2. An apparatus according to claim 1 wherein the lining comprises rubber foam having a thickness of at least 3 mm.
3. An apparatus as claimed in claim 2, wherein the rubber foam has a thickness of from 5 to 10 mm.
4. An apparatus according to claim 1, wherein the lining is comprised of two layers, a relatively thick, particularly soft substratum and a thinner, more wear-resistant cover layer.
part 15,made from rubber foam, is inserted and cemented or glued to the inside pipe 14.
1. An apparatus for handling and processing currents of gasborne dry soft powders that have a tendency to settle on and form'deposits on portions of the interior surfaces of the walls of apparatus in which such currentsare processed, said apparatus including rigid walls and having a structure for preventing-the formation of such deposits comprising a lining of soft elastic material having a hardness within the range of from 10 to 50 Shore covering and firmly secured to the interi- 5. An apparatus as claimed in claim 1, wherein the lining comprises pieces of resilient material cemented to interior of rigid portions of the apparatus.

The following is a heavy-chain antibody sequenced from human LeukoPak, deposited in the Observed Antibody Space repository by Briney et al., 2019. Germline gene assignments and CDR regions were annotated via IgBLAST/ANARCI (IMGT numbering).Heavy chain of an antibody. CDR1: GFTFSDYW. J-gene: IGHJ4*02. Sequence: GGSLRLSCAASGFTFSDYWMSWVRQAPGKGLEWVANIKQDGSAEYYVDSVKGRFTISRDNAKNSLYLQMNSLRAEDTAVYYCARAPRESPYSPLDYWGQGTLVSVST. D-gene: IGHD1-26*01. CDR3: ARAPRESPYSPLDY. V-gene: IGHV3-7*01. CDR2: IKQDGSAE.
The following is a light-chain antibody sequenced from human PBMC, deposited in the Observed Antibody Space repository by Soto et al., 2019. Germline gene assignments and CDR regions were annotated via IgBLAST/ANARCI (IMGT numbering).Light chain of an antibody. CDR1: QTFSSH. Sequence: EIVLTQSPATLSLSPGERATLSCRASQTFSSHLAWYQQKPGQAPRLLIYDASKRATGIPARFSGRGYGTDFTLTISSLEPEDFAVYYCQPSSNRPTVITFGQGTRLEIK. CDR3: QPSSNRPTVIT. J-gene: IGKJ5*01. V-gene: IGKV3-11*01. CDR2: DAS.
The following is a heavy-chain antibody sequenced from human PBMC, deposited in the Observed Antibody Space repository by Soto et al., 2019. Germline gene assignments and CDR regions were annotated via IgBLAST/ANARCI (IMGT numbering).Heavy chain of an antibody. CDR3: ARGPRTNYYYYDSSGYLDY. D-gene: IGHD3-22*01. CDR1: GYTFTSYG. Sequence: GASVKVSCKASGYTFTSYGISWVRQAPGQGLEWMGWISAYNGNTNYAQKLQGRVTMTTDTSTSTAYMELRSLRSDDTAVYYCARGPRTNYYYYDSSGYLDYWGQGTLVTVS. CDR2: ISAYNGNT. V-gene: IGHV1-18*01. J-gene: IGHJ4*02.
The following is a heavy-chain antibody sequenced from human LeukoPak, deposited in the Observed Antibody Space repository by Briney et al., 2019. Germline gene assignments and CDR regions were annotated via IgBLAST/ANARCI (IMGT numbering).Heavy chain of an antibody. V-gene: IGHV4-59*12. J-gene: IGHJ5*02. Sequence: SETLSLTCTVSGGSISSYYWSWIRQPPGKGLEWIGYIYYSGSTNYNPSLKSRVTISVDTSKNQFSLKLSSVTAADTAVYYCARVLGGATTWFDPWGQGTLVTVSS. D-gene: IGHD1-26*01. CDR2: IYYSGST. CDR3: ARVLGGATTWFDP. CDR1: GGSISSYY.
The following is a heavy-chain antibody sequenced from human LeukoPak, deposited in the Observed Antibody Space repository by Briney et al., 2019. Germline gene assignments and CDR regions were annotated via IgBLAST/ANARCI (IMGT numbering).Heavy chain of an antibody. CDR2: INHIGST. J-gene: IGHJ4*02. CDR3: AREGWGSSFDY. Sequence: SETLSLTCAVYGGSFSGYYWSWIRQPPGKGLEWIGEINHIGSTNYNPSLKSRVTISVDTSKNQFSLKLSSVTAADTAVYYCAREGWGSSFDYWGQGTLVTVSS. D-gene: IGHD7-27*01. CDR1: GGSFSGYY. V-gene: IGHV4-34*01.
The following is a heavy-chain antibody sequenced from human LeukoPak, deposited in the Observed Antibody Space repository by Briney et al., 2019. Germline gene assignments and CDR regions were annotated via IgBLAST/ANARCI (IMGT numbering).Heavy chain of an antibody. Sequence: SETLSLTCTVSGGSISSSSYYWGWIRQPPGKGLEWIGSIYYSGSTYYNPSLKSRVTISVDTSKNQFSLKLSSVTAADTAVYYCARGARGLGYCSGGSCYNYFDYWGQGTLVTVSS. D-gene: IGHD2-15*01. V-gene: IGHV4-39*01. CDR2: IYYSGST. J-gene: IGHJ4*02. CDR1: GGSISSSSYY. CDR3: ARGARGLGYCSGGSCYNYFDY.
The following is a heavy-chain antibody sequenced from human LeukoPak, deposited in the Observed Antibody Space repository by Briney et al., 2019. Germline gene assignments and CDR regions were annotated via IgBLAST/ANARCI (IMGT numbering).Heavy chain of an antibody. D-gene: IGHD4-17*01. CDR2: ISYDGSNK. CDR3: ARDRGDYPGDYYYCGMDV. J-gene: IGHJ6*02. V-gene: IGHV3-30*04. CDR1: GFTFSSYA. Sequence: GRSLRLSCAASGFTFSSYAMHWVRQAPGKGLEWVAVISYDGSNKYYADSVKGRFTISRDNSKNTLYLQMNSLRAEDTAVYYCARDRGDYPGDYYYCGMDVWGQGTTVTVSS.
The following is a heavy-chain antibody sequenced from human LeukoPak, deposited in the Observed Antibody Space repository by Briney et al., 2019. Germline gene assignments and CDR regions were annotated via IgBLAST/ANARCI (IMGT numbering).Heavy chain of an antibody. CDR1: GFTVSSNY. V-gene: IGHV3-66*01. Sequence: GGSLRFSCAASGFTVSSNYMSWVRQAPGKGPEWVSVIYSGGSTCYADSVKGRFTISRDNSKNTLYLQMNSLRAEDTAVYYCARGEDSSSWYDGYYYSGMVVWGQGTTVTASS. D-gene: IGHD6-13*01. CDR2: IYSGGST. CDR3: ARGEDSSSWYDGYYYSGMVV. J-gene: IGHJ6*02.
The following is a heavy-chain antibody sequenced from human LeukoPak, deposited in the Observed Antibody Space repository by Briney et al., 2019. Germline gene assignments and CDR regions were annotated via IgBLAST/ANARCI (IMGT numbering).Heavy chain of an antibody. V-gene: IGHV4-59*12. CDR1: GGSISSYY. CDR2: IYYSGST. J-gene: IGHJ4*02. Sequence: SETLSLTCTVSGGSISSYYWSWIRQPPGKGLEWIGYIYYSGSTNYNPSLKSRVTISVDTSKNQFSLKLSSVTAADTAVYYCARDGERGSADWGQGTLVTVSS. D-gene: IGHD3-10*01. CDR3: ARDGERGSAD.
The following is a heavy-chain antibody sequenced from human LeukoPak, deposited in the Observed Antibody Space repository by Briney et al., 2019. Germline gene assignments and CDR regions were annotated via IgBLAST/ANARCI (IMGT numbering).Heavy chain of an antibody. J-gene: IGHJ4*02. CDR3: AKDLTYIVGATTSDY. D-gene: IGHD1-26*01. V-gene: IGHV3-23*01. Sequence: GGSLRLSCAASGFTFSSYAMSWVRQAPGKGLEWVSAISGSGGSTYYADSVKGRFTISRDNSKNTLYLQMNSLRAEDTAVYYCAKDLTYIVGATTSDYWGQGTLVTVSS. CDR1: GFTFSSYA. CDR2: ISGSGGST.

6. An apparatus for handling and processing currents of gasbome dry soft powders that have a tendency to settle on and form deposits on portions of the interior surfaces of the walls of apparatus in which such currents are handled or processed,
said apparatus including n'gid walls and having a structure for preventing the formation of such deposits comprising a lining of soft elastic material having a hardness within the range of from 10 to Shore, said lining comprising a relatively thick soft layer responsive to variations in the current of gas and soft powder brought into contact therewith and being of such softness andof such thickness'that the impact forces of the currents of the gas-home powders acting upon the surfaces of the lining cause the lining to vibrate and change shape considerably thereby preventing caking on said lining and the formation of appreciable powder deposits on the interior of said apparatus.